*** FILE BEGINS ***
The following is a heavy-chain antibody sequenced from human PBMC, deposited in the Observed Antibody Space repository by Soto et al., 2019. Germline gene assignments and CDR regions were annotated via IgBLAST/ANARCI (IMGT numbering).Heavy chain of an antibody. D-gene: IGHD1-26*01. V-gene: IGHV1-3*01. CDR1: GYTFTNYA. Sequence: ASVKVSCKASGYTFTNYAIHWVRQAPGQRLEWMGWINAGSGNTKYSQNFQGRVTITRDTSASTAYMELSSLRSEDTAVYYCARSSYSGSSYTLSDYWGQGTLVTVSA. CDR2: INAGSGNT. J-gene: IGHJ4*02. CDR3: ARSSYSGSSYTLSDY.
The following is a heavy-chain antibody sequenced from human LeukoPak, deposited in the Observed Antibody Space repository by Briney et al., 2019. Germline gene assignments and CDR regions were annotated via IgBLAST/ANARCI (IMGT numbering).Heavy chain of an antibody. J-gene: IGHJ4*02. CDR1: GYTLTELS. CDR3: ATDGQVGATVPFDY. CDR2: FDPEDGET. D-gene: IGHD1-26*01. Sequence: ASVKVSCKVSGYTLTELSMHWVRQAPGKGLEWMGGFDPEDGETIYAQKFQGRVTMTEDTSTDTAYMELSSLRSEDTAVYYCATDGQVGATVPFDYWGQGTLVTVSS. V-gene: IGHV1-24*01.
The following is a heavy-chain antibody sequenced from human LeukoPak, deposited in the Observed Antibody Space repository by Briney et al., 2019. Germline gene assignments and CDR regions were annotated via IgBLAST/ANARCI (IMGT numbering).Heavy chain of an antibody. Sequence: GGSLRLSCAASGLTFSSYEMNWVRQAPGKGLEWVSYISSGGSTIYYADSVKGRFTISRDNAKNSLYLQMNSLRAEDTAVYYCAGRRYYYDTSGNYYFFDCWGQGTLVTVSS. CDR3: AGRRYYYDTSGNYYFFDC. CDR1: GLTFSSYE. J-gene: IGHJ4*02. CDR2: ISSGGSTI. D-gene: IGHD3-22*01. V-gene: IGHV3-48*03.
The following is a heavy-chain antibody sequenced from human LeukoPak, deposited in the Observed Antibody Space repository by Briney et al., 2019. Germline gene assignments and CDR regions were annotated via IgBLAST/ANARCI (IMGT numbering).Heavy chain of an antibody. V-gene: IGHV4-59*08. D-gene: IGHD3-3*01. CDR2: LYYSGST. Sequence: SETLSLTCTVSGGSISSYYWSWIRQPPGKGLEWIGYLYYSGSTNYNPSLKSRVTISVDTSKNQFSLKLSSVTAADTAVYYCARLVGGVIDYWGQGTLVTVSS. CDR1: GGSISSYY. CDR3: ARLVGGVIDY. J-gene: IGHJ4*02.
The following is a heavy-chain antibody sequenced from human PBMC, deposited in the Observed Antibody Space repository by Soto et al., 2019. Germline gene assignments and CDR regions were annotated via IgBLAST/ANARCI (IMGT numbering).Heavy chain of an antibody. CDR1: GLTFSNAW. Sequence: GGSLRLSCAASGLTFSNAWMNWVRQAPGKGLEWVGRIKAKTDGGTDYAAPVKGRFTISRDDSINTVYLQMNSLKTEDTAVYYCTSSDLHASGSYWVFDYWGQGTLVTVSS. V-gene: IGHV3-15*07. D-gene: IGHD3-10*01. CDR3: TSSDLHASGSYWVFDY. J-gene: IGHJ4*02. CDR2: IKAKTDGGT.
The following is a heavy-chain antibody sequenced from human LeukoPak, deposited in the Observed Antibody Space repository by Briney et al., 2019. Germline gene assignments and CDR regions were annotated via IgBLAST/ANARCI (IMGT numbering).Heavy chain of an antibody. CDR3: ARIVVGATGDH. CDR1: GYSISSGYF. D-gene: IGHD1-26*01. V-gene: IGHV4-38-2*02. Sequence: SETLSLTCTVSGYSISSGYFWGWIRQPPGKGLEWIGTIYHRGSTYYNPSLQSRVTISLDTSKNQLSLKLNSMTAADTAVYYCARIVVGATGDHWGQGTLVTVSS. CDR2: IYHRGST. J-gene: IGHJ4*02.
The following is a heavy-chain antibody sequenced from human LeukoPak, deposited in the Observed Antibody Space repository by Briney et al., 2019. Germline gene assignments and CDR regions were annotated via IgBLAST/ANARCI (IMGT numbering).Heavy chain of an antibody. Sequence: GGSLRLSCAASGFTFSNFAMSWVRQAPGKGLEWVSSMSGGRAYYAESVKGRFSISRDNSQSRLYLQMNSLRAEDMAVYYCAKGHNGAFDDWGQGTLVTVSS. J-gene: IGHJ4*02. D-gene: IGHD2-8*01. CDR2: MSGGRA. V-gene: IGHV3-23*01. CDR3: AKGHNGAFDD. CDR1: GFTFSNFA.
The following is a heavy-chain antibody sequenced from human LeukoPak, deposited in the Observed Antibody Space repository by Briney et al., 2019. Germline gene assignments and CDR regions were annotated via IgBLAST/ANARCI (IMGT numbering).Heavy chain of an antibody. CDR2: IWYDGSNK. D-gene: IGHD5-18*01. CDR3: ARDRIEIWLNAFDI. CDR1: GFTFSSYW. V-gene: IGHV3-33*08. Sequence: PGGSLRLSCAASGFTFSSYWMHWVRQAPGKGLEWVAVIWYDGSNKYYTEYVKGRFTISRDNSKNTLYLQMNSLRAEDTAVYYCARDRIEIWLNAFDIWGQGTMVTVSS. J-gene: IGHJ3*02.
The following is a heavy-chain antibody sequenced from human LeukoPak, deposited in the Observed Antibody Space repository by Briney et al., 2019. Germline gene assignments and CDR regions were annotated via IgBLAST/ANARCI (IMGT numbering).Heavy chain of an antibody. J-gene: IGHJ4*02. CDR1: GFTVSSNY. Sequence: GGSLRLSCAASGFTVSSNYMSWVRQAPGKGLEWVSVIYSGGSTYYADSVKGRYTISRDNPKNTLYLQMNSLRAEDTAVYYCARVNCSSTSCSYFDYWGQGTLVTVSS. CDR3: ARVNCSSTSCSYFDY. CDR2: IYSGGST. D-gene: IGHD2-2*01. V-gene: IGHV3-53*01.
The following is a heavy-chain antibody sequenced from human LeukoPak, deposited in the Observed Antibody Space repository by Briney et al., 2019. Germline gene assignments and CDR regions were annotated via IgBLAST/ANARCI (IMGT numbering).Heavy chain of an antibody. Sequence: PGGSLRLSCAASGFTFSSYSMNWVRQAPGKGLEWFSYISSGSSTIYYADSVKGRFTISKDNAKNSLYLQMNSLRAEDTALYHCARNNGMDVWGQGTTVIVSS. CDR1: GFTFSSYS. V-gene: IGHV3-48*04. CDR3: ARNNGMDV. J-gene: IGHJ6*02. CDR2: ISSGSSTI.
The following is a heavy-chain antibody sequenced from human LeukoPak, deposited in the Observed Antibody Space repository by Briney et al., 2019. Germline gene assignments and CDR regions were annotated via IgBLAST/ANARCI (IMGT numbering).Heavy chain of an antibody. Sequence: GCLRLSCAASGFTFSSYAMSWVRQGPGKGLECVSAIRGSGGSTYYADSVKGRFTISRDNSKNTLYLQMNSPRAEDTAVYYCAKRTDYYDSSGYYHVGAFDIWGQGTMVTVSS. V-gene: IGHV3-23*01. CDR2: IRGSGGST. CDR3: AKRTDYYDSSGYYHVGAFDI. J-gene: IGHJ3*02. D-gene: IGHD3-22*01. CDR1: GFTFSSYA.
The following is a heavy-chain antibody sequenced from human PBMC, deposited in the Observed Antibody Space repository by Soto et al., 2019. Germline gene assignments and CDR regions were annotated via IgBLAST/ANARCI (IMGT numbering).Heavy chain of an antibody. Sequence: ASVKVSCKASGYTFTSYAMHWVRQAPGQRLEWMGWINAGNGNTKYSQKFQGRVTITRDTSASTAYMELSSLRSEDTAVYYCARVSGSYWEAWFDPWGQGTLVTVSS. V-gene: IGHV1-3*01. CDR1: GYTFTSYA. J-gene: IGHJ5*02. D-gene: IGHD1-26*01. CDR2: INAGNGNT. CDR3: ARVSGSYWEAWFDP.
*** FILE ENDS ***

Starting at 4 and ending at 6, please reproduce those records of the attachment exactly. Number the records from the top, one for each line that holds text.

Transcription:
The following is a heavy-chain antibody sequenced from human LeukoPak, deposited in the Observed Antibody Space repository by Briney et al., 2019. Germline gene assignments and CDR regions were annotated via IgBLAST/ANARCI (IMGT numbering).Heavy chain of an antibody. V-gene: IGHV4-59*08. D-gene: IGHD3-3*01. CDR2: LYYSGST. Sequence: SETLSLTCTVSGGSISSYYWSWIRQPPGKGLEWIGYLYYSGSTNYNPSLKSRVTISVDTSKNQFSLKLSSVTAADTAVYYCARLVGGVIDYWGQGTLVTVSS. CDR1: GGSISSYY. CDR3: ARLVGGVIDY. J-gene: IGHJ4*02.
The following is a heavy-chain antibody sequenced from human PBMC, deposited in the Observed Antibody Space repository by Soto et al., 2019. Germline gene assignments and CDR regions were annotated via IgBLAST/ANARCI (IMGT numbering).Heavy chain of an antibody. CDR1: GLTFSNAW. Sequence: GGSLRLSCAASGLTFSNAWMNWVRQAPGKGLEWVGRIKAKTDGGTDYAAPVKGRFTISRDDSINTVYLQMNSLKTEDTAVYYCTSSDLHASGSYWVFDYWGQGTLVTVSS. V-gene: IGHV3-15*07. D-gene: IGHD3-10*01. CDR3: TSSDLHASGSYWVFDY. J-gene: IGHJ4*02. CDR2: IKAKTDGGT.
The following is a heavy-chain antibody sequenced from human LeukoPak, deposited in the Observed Antibody Space repository by Briney et al., 2019. Germline gene assignments and CDR regions were annotated via IgBLAST/ANARCI (IMGT numbering).Heavy chain of an antibody. CDR3: ARIVVGATGDH. CDR1: GYSISSGYF. D-gene: IGHD1-26*01. V-gene: IGHV4-38-2*02. Sequence: SETLSLTCTVSGYSISSGYFWGWIRQPPGKGLEWIGTIYHRGSTYYNPSLQSRVTISLDTSKNQLSLKLNSMTAADTAVYYCARIVVGATGDHWGQGTLVTVSS. CDR2: IYHRGST. J-gene: IGHJ4*02.